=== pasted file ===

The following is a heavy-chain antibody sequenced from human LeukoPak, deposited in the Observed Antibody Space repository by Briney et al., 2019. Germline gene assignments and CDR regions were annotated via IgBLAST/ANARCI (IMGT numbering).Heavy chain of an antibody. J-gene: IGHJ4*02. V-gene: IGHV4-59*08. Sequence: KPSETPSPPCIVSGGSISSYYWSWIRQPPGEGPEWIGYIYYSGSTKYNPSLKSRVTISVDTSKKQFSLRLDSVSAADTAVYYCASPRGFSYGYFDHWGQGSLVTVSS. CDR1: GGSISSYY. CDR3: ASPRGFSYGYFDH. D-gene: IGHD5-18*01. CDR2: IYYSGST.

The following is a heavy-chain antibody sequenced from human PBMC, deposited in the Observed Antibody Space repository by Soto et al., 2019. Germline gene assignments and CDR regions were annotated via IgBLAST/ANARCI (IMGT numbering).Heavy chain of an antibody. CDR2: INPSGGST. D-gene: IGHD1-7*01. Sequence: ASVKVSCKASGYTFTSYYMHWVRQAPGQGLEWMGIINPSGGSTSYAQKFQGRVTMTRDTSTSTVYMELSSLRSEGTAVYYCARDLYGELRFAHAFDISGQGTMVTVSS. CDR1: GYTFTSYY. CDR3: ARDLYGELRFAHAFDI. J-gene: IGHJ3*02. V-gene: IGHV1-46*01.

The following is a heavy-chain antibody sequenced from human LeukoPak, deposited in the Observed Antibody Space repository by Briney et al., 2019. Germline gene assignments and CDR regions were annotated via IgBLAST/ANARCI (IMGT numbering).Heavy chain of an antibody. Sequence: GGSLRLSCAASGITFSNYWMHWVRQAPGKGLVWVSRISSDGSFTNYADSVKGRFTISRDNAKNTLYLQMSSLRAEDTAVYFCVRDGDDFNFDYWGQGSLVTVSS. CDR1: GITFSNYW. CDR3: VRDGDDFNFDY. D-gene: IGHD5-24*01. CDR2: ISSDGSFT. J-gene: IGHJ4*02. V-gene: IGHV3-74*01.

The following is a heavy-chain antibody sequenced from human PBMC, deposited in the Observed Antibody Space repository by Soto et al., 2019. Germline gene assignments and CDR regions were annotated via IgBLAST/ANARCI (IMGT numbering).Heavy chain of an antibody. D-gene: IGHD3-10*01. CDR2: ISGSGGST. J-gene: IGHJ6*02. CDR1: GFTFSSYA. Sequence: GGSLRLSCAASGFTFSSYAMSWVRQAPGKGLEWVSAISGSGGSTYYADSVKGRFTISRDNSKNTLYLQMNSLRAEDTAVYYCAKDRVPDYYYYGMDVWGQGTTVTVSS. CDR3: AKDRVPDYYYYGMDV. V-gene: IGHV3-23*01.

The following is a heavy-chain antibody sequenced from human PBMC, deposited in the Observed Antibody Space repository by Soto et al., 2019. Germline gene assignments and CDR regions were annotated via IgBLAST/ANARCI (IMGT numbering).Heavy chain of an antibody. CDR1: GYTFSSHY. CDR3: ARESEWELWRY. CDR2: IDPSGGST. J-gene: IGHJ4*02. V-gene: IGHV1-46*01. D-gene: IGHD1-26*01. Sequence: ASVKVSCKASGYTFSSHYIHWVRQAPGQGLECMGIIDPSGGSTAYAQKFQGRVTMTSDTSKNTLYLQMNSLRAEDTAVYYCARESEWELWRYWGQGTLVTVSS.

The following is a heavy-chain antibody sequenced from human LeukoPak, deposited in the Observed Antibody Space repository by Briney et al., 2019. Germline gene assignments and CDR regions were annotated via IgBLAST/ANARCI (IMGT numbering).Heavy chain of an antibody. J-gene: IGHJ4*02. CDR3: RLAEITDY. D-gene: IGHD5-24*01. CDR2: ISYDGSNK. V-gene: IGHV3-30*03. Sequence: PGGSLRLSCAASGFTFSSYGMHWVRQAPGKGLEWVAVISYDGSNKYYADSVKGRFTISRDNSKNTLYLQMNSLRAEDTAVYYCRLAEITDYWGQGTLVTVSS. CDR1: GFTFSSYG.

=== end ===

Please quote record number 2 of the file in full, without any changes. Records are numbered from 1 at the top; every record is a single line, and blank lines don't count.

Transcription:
The following is a heavy-chain antibody sequenced from human PBMC, deposited in the Observed Antibody Space repository by Soto et al., 2019. Germline gene assignments and CDR regions were annotated via IgBLAST/ANARCI (IMGT numbering).Heavy chain of an antibody. CDR2: INPSGGST. D-gene: IGHD1-7*01. Sequence: ASVKVSCKASGYTFTSYYMHWVRQAPGQGLEWMGIINPSGGSTSYAQKFQGRVTMTRDTSTSTVYMELSSLRSEGTAVYYCARDLYGELRFAHAFDISGQGTMVTVSS. CDR1: GYTFTSYY. CDR3: ARDLYGELRFAHAFDI. J-gene: IGHJ3*02. V-gene: IGHV1-46*01.